They Made America: From the Steam Engine to the Search Engine: Two Centuries of Innovation
What made America great?
Talk all you want about the Founding Fathers and the Constitution.
In the end, you come back to the practical applications of Our
Freedom --- to the story of the greatest economic growth of any
nation in the history of the world.
That story --- the 200-year tale of practical innovation --- has
been told in countless books. Now, at last, Harold Evans has told
it in one: an oversized picture-and-text doorstop that's so richly
detailed, so excitingly told, that you have to consume it in small
You read this book in sections not because a day hunched over a
table with it would make you overdose on historical factoids and
biographical detail. It's because THEY MADE AMERICA tells you so
much you didn't know that it shatters your assumptions. And then it
does something more --- it makes you so ambitious to innovate and
build that you'll feel as if you'd downed a gallon of Red
Innovation, Evans reminds us, is hardly the same as invention.
"Less than 10 percent of patents turn out to have commercial
importance," he notes. Which underscores the very practical, very
American aspect of innovation --- it is how fortunes were made. As
the profiles of the mostly male innovators document, those fortunes
were deserved; these men worked insane hours and paid a high
personal price for their achievements.
The subtitle ("from the steam engine to the search engine") charts
a curve so elegant and simple that you can dip into the book
anywhere and know where you are. I'm not a heavy-lifting guy, so I
cared a bit less than I might have about the steam engine, the
cotton gin and the hand gun. I cared a great deal more about the
sacrifices innovators made along the way --- there's a
heartbreaking scene of an impoverished Charles Goodyear, unable to
afford a funeral for his two-year-old son, carrying the dead boy's
body in a sheet to the cemetery. I was extremely interested in the
innovators' view of money and loved Samuel Colt's line, "Money is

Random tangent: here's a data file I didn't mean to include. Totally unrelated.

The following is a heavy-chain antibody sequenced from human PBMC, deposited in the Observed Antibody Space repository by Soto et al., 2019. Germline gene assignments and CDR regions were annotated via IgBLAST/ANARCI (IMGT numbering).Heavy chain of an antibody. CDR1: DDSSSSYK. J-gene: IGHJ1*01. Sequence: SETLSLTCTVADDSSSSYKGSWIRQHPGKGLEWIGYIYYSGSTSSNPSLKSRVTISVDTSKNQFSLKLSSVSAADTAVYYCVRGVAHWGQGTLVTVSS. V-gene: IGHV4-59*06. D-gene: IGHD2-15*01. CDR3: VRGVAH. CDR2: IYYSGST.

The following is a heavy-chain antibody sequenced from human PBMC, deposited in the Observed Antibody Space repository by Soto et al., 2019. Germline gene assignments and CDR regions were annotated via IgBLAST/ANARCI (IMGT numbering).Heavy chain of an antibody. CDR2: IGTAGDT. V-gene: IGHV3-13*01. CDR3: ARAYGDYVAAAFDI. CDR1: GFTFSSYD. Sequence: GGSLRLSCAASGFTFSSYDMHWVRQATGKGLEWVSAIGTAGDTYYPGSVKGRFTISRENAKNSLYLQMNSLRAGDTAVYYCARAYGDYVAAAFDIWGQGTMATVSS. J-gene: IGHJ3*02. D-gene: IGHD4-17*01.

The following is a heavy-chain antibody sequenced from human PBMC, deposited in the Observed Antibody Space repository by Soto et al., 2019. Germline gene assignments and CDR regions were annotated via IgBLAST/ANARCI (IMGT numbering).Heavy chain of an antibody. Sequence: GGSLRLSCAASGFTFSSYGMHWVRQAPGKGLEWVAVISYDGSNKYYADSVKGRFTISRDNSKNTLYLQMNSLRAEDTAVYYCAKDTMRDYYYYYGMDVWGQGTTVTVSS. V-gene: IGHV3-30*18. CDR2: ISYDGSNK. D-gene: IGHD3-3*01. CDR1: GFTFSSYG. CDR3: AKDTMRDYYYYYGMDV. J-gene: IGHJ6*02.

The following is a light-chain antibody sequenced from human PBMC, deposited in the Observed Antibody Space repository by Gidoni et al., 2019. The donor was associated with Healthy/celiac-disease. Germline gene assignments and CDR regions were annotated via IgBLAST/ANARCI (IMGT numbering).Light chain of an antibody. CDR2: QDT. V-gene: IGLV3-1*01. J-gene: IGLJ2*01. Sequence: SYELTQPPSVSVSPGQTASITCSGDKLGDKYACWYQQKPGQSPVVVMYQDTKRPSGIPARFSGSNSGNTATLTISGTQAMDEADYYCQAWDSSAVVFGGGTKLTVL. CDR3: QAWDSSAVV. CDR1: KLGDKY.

trash I have always looked down on." And I adored science reduced
to imagery --- did you know that the friction of steel wheels on
steel rails makes a train 10 times more energy-efficient than a
Where the book sings, for this reader, is in the big profiles of
innovators whose stories you think you know. Like Thomas Edison,
making 11th hour deals to get the money to keep his workshop going.
Like the mother of the Wright Brothers, herself a gifted
mathematician and inventor. Henry Ford --- who died a bigot --- was
once a social reformer who raised his workers' salaries to an
unheard-of $5 a day because he had been deeply influenced by the
writings of Ralph Waldo Emerson. And I took particular delight in
the stories of lesser-known men, like Juan Trippe, the compulsive
exaggerator who created Pan American Airlines.
The modern era offers just as many surprises. Think you're savvy
about the Digital Age? How much do you know about Gary Kildall?
Bio-tech? Are you up on the contributions of Herbert Boyer and
Evans ends the book with a short chapter: "Ten Lessons that can be
learned from history's innovators." They seem obvious --- but the
obvious is, as this book amply illustrates, the hardest thing to
see. Many didn't perceive the possibilities in any of these
inventions. A handful did. And it's their unceasing focus on
practical applications that makes this such a useful book for
anyone contemplating entrepreneurship. It's not, we learn here,
about being first. It's about staying in the garage, night after
night, until the breakthrough comes.
American innovation is now being challenged by others, and, as
never before, they are beating us. THEY MADE AMERICA is not only a
fascinating reading experience, it may well turn out to be a great
public service. So get reading --- and then get to work!
Reviewed by Jesse Kornbluth on January 23, 2011